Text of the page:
More than four in 10 conservative Republicans say they are "angry" at the federal government according to a new Pew Research Center poll, a number that goes a long way to explaining the approach GOP leaders in Congress took in the final hours before the government shut down at midnight Monday and why it might be a while before a deal is made to re-open things.

The 41 percent of conservative Republicans who say they are "angry" at the government is far higher than any of the other ideological groups that Pew tested. It was also far higher than the 26 percent of all respondents who described themselves as angry.

Here's the full Pew chart:

The number to key in on is the huge disparity between conservative Republicans who say they are angry and liberal Democrats who say the same -- essentially a two-to-one margin tilting toward conservative GOPers. This isn't terribly surprising -- the political base of the party out of power is always more angry at the government than the political base of the party in power. (In October 2006, 44 percent of liberal Democrats were angry at the government as compared to 5 percent of conservative Republicans.)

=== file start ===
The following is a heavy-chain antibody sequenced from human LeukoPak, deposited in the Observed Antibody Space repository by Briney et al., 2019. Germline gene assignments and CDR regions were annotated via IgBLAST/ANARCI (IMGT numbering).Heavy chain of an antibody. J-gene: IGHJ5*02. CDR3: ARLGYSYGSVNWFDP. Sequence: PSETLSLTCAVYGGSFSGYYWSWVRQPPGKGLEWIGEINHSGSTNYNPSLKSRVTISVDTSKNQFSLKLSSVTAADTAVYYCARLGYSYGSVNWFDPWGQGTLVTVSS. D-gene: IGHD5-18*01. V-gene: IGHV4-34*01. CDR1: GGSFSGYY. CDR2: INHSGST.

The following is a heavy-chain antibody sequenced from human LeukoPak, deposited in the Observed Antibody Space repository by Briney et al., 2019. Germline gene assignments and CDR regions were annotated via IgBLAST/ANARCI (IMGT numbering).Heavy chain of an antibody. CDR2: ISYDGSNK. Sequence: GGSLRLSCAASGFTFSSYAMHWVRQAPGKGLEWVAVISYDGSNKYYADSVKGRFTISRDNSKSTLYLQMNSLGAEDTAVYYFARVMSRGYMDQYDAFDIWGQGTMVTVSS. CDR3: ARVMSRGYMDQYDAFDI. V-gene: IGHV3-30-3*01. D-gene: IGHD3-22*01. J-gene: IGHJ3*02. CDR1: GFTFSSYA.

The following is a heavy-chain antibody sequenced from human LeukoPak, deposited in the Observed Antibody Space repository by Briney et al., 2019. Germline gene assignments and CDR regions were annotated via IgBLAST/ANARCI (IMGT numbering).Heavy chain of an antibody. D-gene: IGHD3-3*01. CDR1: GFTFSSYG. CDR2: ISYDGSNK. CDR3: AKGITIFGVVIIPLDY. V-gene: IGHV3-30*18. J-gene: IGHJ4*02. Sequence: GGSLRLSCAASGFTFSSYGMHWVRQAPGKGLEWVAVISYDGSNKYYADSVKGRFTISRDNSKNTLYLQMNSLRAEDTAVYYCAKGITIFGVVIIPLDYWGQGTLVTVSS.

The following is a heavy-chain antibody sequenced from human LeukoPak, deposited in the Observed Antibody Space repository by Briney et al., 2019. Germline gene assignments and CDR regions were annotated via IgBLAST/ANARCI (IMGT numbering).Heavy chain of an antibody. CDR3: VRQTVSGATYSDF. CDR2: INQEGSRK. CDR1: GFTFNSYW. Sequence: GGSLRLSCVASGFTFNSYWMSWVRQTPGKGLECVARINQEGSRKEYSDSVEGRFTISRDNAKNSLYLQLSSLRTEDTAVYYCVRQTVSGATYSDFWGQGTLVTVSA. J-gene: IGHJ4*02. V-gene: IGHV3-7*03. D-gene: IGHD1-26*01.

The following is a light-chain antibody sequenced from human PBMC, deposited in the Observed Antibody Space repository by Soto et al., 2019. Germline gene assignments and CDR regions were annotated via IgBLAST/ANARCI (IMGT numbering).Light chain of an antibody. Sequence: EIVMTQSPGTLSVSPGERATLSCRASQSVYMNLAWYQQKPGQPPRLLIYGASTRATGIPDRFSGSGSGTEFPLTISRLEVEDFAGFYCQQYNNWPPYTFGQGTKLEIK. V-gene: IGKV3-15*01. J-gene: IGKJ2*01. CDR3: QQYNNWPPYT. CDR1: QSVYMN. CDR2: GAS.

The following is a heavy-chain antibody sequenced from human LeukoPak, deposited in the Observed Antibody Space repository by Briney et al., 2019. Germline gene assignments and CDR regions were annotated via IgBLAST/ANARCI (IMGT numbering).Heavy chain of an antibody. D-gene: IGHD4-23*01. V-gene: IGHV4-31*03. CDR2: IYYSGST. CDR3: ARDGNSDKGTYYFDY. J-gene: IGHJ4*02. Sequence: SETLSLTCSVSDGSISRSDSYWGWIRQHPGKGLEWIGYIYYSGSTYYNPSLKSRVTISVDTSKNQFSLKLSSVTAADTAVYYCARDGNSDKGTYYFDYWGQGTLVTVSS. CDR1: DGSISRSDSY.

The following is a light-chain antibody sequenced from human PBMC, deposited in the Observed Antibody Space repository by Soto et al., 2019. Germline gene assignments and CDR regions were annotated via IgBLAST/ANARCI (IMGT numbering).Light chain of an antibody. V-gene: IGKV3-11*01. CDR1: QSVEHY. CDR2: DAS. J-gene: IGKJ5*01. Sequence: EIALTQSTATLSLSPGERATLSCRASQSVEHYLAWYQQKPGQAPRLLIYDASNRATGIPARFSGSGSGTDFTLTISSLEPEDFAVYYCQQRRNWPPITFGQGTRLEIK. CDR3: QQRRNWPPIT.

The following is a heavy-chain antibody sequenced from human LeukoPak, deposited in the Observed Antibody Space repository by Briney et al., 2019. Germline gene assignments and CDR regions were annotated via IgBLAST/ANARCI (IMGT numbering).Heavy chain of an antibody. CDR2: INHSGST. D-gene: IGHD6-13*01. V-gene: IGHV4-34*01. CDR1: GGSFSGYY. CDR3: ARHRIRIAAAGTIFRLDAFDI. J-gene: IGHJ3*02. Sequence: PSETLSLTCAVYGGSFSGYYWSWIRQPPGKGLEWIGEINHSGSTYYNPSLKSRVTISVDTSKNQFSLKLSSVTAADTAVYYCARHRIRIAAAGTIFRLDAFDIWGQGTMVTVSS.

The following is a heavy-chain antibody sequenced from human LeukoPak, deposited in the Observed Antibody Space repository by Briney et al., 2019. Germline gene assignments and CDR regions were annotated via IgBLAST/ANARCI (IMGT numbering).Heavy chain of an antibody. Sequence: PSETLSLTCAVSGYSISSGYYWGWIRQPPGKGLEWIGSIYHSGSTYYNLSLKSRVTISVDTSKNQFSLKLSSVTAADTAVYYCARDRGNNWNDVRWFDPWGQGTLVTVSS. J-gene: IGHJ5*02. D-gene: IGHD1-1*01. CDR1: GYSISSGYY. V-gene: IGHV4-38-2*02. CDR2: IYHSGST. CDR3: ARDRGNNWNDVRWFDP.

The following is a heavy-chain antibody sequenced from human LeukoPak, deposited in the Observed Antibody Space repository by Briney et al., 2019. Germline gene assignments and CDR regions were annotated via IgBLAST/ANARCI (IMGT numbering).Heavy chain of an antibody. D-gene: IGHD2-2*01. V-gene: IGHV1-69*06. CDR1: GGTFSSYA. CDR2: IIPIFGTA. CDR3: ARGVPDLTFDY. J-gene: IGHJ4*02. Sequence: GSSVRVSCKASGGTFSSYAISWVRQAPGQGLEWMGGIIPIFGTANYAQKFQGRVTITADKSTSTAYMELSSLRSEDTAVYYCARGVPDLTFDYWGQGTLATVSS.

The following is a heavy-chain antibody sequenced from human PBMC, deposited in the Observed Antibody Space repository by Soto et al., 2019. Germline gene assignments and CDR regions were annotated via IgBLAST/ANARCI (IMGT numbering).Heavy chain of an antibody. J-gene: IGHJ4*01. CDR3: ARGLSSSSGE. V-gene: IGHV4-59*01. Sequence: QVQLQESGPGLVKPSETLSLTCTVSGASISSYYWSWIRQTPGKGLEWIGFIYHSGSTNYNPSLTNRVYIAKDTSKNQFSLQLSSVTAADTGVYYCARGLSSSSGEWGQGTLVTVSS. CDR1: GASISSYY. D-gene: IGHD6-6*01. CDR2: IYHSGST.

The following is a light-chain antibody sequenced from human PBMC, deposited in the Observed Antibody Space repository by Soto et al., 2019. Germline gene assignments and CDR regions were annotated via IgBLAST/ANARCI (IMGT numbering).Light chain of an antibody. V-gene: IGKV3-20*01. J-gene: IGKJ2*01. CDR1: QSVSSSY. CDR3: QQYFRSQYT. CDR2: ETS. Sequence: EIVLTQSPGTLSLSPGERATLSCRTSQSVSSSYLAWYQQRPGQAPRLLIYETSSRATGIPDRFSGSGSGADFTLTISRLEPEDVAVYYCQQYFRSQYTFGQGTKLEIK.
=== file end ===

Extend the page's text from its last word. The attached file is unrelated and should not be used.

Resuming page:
Why then does the anger chasm matter so much in relation to the government shutdown? Because passion is the ultimate power in politics. Angry people vote. And contribute money. And show up at town hall meetings.

The Republican base is mad as hell at the federal government and by extension President Obama. The best course of action -- from a purely political perspective -- then is for Congressional Republicans to fight like hell for their priorities (defunding/delaying Obamacare). By doing so, they will be channeling the anger of their base, always a smart play in politics.

That same logic means that there isn't all that much incentive -- at least from the base of the party -- for Republicans to quickly cut a deal to re-start the government. And, if past is prologue, that means we won't get any sort of compromise in the near term.


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"GOP 2016ers: Government shutdown no 'Souljah' moment" -- Alexander Burns and Maggie Haberman, Politico